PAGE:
The Blue Banner

The Student Voice of UNC Asheville

The Blue Banner

The Student Voice of UNC Asheville

The Blue Banner

Policing incident from a few years ago has lasting racial effects

Courtney Garcia

News Writer

Photo courtesy of Eric Howard                        Chris Hickman and Dwayne Barton sit on a bench in the Burton Street Peace Gardens.

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Priscilla Robinson Ndiaye, a native of Asheville and dedicated mother of four, said she has seen the good, bad and the ugly when it comes to policing in Black communities in Asheville.

“My personal experience has been only good encounters with Asheville Police,” she said. “Unfortunately, it has not been the same for others.”

Ndiaye said there is a long history of inequity and discrimination toward the Black community in Asheville. Growing up, she watched as her neighborhood gentrified and heard stories from older community members who were beaten by Asheville Police officers.

“People are tired of it. This includes others who have not been personally impacted by police brutality. People just want to live in peace and harmony and be treated with respect,” Ndiaye said.

She said after Johnnie Rush, a Black man who was walking home from work in 2017, was stopped by police for jaywalking and ultimately beat and tased to the point of hospitalization, there was an increased distrust in the APD and justice system.

“The already existing hostile relationship between much of the Black community and Asheville Police Department has deepened thus creating more of a disconnect,” she said.

Mayor Esther Manheimer, current mayor, was in office during the incident and said the inequality in policing was not a new thing in the Black community. Rush just sparked the conversation for white people in Asheville.

Before the Rush incident, Manheimer said there had been multiple fatal shootings and instances of police brutality toward Black men in Asheville, including two young men, Aj Marion and Jai Lateef “Jerry” Williams. Manheimer said although the shootings rocked the Black community, there was not much of an outcry from the rest of the city.

“The family demonstrated,” Manheimer said. “Then there were some, comparatively speaking, muted protests.”

At the time of these shootings, Manheimer said the city had not yet installed body cams on officers. But in the case of Rush, the officers were wearing body cams, a policy implemented in 2016.

“It was a tipping point. It was like, ‘Okay, so we’ve put this infrastructure in place so that we can see what’s happening,’” Manheimer said.

Manheimer said once Chris Hickman, the officer shown beating and tasing Rush in the bodycam footage, was charged, the case was no longer in the city’s hands.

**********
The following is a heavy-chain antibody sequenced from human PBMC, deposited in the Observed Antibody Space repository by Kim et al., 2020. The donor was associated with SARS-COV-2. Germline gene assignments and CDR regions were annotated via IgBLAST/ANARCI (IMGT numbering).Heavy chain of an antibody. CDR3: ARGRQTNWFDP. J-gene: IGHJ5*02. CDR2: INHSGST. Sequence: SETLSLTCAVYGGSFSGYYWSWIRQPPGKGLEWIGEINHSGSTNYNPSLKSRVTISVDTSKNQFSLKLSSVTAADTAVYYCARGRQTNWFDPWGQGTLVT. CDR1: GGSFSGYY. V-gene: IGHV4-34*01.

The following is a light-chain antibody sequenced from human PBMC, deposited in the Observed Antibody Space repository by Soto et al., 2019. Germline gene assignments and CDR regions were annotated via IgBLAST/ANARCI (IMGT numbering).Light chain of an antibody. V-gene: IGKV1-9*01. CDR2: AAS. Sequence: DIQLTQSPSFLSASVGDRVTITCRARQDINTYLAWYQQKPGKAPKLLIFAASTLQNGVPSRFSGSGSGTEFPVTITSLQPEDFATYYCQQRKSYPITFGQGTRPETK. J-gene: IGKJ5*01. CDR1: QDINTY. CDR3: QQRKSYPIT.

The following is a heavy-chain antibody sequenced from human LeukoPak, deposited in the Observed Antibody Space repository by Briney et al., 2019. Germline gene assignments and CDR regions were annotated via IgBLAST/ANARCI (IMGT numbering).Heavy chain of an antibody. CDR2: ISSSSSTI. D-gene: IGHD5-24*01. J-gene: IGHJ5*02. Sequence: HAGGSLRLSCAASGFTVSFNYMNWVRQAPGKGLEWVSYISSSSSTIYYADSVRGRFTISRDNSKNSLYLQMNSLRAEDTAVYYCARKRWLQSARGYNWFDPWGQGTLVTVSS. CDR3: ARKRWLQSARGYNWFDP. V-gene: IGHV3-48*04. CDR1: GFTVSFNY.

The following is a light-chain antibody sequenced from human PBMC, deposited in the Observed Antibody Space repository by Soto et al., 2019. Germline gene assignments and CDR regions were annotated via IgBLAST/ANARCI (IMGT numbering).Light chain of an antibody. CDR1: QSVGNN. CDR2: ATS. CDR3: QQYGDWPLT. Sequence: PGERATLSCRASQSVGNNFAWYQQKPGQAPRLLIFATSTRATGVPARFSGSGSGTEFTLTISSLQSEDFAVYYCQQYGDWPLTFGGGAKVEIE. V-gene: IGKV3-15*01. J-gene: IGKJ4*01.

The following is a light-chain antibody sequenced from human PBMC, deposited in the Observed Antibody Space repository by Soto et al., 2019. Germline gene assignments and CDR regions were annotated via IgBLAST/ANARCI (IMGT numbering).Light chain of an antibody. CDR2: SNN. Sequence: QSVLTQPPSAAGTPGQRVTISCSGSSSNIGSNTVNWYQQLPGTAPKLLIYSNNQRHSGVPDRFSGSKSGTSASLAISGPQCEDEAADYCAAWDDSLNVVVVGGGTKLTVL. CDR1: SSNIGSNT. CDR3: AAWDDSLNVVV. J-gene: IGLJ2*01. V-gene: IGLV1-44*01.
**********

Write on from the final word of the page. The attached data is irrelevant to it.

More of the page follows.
“The city of Asheville didn’t have a seat at the table in the criminal trial so we didn’t get to weigh in on what the terms were,” Manheimer said. “We didn’t get a say in what the terms of the probation would be.”

Ndiaye said Williams offered Hickman a plea deal in 2019, with an option that the court dismiss the other charges in a year if he participated in the restorative justice program. On Nov. 3, due to his compliance with the plea agreement and restorative justice program, the charges were dropped and expunged from his record. Hickman could not be reached for comment.

“I don’t know all of the details that occurred between the offending officer, Chris Hickman, the victim, Mr. Rush, their Attorneys and the District Attorney,” Ndiaye said. “I can only assume they were all in agreement and I must respect the decision.”

Ndiaye said a lack of accountability for the officers who use excessive force and discrimination with their actions deepens the hostile relationship between the Black community and law enforcement.

“The point of restorative is to create balance and equal accountability across all socio-economic status, roles, races, age and gender, as well as, showing transparency, allowing community involvement in the decision-making processes and a sincere effort to build relationships and trust,” Ndiaye said.

Manheimer said the concept of restorative justice is predicated on a community engagement process where the city is involved.

“What I’ve learned about it now, since we were not consulted about it because we were not a party to the criminal action at all, is that he was hopeful he could do this community engagement and I think that’s kind of unrealistic given that he doesn’t live in Asheville,” Manheimer said. “I don’t know what the vision was for that exactly.”

Manheimer said she met with Just Us, a Black-led collaborative of citizens and faith leaders participating in the process. After speaking with them, she urged the district attorney to ask for an extension of the probation period to complete the terms of the probation.

Reverend Tami Forte Logan has been a community organizer working for racial equity in Asheville since 2009. Logan works with Just Us, one of the 14 groups involved in Hickman’s case, to ensure he genuinely engaged in community repair for the harm he inflicted against both Rush and the community.